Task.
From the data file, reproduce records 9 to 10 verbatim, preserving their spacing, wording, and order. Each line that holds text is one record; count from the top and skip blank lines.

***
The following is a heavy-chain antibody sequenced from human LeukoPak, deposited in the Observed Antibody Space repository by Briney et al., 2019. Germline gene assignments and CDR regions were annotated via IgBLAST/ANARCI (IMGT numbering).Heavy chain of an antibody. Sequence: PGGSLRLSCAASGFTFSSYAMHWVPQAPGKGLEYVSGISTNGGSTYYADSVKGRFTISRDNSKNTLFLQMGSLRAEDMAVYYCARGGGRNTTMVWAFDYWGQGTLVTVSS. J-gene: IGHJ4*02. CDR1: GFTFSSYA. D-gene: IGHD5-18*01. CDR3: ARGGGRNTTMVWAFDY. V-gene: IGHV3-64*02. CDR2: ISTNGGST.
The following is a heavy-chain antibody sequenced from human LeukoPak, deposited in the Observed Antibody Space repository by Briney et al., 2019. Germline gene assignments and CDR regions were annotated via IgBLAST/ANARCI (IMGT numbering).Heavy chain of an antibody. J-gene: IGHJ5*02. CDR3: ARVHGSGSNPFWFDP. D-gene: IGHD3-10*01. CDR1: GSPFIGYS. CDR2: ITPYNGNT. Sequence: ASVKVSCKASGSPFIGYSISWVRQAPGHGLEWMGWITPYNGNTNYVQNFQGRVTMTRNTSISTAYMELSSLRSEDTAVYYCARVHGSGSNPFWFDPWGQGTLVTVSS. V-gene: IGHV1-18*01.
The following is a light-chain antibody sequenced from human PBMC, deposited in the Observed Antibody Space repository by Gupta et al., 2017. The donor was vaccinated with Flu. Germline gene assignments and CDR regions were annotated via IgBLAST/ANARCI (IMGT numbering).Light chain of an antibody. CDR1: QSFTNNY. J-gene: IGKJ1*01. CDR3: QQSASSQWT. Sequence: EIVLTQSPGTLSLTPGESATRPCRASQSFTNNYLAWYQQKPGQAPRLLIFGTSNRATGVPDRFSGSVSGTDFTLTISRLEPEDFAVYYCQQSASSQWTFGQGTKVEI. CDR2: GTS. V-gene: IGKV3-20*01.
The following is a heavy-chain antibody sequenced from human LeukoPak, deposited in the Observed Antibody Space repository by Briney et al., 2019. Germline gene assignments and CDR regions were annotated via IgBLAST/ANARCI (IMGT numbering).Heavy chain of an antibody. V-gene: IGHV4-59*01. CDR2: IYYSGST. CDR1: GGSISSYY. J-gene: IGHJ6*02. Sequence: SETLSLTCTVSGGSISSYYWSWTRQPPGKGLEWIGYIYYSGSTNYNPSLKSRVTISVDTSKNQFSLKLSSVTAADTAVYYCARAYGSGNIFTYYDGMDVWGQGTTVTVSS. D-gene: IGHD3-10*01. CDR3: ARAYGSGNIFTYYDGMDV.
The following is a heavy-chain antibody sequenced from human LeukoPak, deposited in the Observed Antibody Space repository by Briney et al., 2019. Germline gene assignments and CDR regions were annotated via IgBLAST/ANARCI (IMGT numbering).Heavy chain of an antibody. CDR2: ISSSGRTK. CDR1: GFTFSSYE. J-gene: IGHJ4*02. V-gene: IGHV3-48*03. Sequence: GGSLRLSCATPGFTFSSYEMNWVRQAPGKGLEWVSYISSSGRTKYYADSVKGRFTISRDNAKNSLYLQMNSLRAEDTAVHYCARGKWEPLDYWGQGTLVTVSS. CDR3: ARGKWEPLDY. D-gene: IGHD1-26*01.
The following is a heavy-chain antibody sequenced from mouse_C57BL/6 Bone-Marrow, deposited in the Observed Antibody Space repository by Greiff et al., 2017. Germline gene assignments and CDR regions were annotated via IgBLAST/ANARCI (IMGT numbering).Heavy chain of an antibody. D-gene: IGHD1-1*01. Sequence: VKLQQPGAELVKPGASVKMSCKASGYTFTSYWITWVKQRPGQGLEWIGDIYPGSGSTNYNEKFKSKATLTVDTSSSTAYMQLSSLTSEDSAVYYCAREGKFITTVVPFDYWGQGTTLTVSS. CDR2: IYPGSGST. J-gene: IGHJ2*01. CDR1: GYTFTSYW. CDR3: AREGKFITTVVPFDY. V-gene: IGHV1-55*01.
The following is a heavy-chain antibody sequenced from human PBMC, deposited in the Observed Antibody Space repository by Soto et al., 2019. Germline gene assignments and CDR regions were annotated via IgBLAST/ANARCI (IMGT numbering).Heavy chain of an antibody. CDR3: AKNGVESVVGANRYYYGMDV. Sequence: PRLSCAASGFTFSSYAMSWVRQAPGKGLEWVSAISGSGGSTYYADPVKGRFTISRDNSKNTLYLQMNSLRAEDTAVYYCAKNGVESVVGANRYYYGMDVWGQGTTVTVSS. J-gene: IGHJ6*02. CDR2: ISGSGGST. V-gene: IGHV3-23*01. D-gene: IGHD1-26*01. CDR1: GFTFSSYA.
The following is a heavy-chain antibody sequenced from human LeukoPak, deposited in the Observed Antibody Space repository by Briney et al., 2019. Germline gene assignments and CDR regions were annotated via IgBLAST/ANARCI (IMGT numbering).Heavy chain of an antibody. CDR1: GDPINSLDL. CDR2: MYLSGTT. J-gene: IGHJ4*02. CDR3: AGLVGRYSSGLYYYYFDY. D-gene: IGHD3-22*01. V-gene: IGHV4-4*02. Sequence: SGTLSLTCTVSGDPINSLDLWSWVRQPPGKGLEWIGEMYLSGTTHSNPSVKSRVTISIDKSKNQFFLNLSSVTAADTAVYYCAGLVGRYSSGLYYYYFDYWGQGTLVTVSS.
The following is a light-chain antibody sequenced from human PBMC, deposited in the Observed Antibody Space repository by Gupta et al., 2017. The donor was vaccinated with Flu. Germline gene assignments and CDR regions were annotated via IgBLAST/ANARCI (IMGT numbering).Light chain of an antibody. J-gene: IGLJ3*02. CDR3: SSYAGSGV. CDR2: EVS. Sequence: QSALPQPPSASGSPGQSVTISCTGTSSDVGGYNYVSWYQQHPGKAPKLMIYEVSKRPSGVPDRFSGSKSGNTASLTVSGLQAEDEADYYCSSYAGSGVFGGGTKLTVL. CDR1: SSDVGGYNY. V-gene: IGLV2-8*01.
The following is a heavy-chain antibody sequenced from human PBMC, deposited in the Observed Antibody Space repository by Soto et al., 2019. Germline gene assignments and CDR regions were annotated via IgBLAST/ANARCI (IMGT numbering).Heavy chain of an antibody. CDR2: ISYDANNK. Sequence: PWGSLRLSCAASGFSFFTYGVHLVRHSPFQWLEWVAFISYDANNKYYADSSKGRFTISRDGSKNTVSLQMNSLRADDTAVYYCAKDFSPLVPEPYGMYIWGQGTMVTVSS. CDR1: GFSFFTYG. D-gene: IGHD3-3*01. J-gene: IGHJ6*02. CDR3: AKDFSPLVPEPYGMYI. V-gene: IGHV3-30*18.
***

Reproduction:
The following is a light-chain antibody sequenced from human PBMC, deposited in the Observed Antibody Space repository by Gupta et al., 2017. The donor was vaccinated with Flu. Germline gene assignments and CDR regions were annotated via IgBLAST/ANARCI (IMGT numbering).Light chain of an antibody. J-gene: IGLJ3*02. CDR3: SSYAGSGV. CDR2: EVS. Sequence: QSALPQPPSASGSPGQSVTISCTGTSSDVGGYNYVSWYQQHPGKAPKLMIYEVSKRPSGVPDRFSGSKSGNTASLTVSGLQAEDEADYYCSSYAGSGVFGGGTKLTVL. CDR1: SSDVGGYNY. V-gene: IGLV2-8*01.
The following is a heavy-chain antibody sequenced from human PBMC, deposited in the Observed Antibody Space repository by Soto et al., 2019. Germline gene assignments and CDR regions were annotated via IgBLAST/ANARCI (IMGT numbering).Heavy chain of an antibody. CDR2: ISYDANNK. Sequence: PWGSLRLSCAASGFSFFTYGVHLVRHSPFQWLEWVAFISYDANNKYYADSSKGRFTISRDGSKNTVSLQMNSLRADDTAVYYCAKDFSPLVPEPYGMYIWGQGTMVTVSS. CDR1: GFSFFTYG. D-gene: IGHD3-3*01. J-gene: IGHJ6*02. CDR3: AKDFSPLVPEPYGMYI. V-gene: IGHV3-30*18.